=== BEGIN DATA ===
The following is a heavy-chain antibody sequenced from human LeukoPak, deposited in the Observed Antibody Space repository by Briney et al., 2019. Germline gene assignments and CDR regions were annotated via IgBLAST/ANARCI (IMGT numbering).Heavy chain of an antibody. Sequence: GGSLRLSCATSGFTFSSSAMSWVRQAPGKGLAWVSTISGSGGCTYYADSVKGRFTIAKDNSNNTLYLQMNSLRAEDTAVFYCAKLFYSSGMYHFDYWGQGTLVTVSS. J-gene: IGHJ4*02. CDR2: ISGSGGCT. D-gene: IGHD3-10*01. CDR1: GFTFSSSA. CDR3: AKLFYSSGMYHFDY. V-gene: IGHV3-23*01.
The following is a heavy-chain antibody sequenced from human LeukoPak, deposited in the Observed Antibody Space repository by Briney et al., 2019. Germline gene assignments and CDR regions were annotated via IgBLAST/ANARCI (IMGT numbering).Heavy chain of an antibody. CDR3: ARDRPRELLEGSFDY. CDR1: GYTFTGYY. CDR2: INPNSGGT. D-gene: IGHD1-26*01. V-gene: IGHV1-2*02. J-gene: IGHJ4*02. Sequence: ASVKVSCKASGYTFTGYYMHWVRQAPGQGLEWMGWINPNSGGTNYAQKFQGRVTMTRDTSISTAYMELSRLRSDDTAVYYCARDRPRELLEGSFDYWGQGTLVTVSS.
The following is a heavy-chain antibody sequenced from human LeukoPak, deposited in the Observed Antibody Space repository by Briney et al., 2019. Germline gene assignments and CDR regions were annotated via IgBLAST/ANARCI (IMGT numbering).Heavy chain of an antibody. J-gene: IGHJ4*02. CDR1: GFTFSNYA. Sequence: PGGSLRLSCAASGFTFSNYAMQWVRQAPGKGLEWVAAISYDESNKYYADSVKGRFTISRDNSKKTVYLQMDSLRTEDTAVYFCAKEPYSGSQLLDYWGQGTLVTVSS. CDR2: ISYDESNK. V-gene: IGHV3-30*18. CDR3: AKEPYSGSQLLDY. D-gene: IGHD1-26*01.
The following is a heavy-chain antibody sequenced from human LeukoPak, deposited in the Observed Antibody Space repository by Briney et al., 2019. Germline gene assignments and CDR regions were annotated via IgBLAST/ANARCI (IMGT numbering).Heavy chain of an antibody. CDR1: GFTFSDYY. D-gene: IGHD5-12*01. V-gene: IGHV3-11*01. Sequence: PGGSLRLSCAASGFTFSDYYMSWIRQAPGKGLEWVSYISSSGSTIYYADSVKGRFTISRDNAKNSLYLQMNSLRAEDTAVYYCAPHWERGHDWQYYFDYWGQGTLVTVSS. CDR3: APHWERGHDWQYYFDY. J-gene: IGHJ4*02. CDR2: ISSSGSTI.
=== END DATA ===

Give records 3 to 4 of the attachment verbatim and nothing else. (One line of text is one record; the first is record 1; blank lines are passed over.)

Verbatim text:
The following is a heavy-chain antibody sequenced from human LeukoPak, deposited in the Observed Antibody Space repository by Briney et al., 2019. Germline gene assignments and CDR regions were annotated via IgBLAST/ANARCI (IMGT numbering).Heavy chain of an antibody. J-gene: IGHJ4*02. CDR1: GFTFSNYA. Sequence: PGGSLRLSCAASGFTFSNYAMQWVRQAPGKGLEWVAAISYDESNKYYADSVKGRFTISRDNSKKTVYLQMDSLRTEDTAVYFCAKEPYSGSQLLDYWGQGTLVTVSS. CDR2: ISYDESNK. V-gene: IGHV3-30*18. CDR3: AKEPYSGSQLLDY. D-gene: IGHD1-26*01.
The following is a heavy-chain antibody sequenced from human LeukoPak, deposited in the Observed Antibody Space repository by Briney et al., 2019. Germline gene assignments and CDR regions were annotated via IgBLAST/ANARCI (IMGT numbering).Heavy chain of an antibody. CDR1: GFTFSDYY. D-gene: IGHD5-12*01. V-gene: IGHV3-11*01. Sequence: PGGSLRLSCAASGFTFSDYYMSWIRQAPGKGLEWVSYISSSGSTIYYADSVKGRFTISRDNAKNSLYLQMNSLRAEDTAVYYCAPHWERGHDWQYYFDYWGQGTLVTVSS. CDR3: APHWERGHDWQYYFDY. J-gene: IGHJ4*02. CDR2: ISSSGSTI.